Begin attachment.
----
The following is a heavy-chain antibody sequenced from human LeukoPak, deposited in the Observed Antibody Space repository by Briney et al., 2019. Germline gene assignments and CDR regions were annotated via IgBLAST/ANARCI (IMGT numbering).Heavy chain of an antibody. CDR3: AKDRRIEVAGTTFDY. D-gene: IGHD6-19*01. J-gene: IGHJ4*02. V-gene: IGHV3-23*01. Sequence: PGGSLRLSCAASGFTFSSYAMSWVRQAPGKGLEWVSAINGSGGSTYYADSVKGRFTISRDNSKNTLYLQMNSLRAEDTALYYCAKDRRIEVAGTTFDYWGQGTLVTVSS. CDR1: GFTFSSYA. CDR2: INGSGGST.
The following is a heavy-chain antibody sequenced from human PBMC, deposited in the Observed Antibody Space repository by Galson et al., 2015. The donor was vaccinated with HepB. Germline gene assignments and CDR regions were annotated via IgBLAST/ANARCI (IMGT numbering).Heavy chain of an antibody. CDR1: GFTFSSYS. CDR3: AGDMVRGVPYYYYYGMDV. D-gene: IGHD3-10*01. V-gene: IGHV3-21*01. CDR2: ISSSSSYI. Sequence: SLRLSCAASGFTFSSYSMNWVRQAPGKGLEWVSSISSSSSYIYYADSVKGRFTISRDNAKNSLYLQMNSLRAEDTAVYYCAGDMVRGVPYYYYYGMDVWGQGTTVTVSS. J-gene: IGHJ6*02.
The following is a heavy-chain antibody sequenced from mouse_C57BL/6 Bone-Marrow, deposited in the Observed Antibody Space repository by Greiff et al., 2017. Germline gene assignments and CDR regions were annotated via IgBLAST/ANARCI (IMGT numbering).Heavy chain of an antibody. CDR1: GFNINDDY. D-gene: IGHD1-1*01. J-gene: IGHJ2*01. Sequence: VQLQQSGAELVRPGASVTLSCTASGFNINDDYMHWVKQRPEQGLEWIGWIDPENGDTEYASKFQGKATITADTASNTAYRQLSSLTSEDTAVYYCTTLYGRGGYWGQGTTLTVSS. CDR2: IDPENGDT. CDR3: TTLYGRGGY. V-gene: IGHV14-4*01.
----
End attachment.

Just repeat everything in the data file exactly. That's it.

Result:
The following is a heavy-chain antibody sequenced from human LeukoPak, deposited in the Observed Antibody Space repository by Briney et al., 2019. Germline gene assignments and CDR regions were annotated via IgBLAST/ANARCI (IMGT numbering).Heavy chain of an antibody. CDR3: AKDRRIEVAGTTFDY. D-gene: IGHD6-19*01. J-gene: IGHJ4*02. V-gene: IGHV3-23*01. Sequence: PGGSLRLSCAASGFTFSSYAMSWVRQAPGKGLEWVSAINGSGGSTYYADSVKGRFTISRDNSKNTLYLQMNSLRAEDTALYYCAKDRRIEVAGTTFDYWGQGTLVTVSS. CDR1: GFTFSSYA. CDR2: INGSGGST.
The following is a heavy-chain antibody sequenced from human PBMC, deposited in the Observed Antibody Space repository by Galson et al., 2015. The donor was vaccinated with HepB. Germline gene assignments and CDR regions were annotated via IgBLAST/ANARCI (IMGT numbering).Heavy chain of an antibody. CDR1: GFTFSSYS. CDR3: AGDMVRGVPYYYYYGMDV. D-gene: IGHD3-10*01. V-gene: IGHV3-21*01. CDR2: ISSSSSYI. Sequence: SLRLSCAASGFTFSSYSMNWVRQAPGKGLEWVSSISSSSSYIYYADSVKGRFTISRDNAKNSLYLQMNSLRAEDTAVYYCAGDMVRGVPYYYYYGMDVWGQGTTVTVSS. J-gene: IGHJ6*02.
The following is a heavy-chain antibody sequenced from mouse_C57BL/6 Bone-Marrow, deposited in the Observed Antibody Space repository by Greiff et al., 2017. Germline gene assignments and CDR regions were annotated via IgBLAST/ANARCI (IMGT numbering).Heavy chain of an antibody. CDR1: GFNINDDY. D-gene: IGHD1-1*01. J-gene: IGHJ2*01. Sequence: VQLQQSGAELVRPGASVTLSCTASGFNINDDYMHWVKQRPEQGLEWIGWIDPENGDTEYASKFQGKATITADTASNTAYRQLSSLTSEDTAVYYCTTLYGRGGYWGQGTTLTVSS. CDR2: IDPENGDT. CDR3: TTLYGRGGY. V-gene: IGHV14-4*01.